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The Art of Management Selection

November 18, 1999
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Related Topics: Workforce Planning, Featured Article
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Those who practice the art of executive selection have much to be humble about. But despite the hazards involved, individuals must be singled out for top-level jobs. How, then, does a company differentiate between several candidates for critically important jobs, all of whom have survived a rigorous screening process on their way up the managerial ladder? Many variables affect executive performance, but here are three principles that offer some reasonably reliable guidance:

  • Because prescreened candidates share many qualities (usually intelligence, energy and determination), it is critical to isolate the characteristics that distinguish them. Thus, the most useful data for executive selection are comparisons, rather than descriptions—no matter how accurate or pertinent those descriptions may be.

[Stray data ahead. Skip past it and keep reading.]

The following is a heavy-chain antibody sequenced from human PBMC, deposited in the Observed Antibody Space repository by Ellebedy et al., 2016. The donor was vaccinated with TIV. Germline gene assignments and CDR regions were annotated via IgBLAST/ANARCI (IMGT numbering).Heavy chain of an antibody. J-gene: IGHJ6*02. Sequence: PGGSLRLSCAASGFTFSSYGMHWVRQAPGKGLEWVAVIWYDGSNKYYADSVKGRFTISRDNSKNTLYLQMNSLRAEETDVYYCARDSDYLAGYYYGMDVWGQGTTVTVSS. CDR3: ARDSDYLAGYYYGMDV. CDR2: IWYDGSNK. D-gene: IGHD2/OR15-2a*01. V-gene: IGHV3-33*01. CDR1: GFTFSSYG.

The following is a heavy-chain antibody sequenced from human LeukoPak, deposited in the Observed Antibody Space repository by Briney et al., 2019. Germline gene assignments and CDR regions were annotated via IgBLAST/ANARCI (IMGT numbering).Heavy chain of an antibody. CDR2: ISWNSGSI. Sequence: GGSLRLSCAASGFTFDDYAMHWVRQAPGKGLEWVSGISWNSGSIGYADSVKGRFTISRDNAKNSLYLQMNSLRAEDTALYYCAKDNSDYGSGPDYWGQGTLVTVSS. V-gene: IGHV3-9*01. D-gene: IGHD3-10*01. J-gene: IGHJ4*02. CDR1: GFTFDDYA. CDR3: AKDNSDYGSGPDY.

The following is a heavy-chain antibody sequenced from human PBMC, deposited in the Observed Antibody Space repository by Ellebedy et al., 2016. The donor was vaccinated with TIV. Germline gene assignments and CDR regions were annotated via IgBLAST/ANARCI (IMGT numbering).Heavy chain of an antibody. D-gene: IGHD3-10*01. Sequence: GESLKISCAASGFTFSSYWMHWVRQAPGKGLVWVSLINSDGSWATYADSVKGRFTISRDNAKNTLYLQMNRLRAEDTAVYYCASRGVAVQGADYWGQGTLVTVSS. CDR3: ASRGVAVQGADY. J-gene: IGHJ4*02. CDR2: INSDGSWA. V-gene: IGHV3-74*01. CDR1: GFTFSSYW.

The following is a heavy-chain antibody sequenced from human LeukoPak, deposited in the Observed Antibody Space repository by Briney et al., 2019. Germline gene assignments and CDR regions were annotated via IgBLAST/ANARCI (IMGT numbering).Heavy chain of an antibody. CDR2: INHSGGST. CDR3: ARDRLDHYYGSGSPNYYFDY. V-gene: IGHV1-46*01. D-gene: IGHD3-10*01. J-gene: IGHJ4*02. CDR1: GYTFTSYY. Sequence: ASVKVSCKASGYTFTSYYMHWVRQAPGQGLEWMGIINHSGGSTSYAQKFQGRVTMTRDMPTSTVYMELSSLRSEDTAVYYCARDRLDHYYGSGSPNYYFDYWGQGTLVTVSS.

• When enough observers have given their impressions of a candidate’s job performance, a consensus usually emerges concerning the quality of that performance. Such a consensus is the best available predictor of how yet another observer, viewing the same individual in a context similar to that used by previous observers, will rate his or her performance.
  • Everyone is a product of his or her history. Arriving at a certain career point—how quickly, by what routes and after how many false starts—usually has some bearing on where that person is headed. Therefore, if a person’s history is known in some detail, that usually is a reasonable basis for estimating how he or she is going to perform in the near and immediate-term future.

SOURCE: Saul W. Gellerman, Ph.D., Recruitment Today, 1988. Copyright © 1988 by ACC Communications, Inc.

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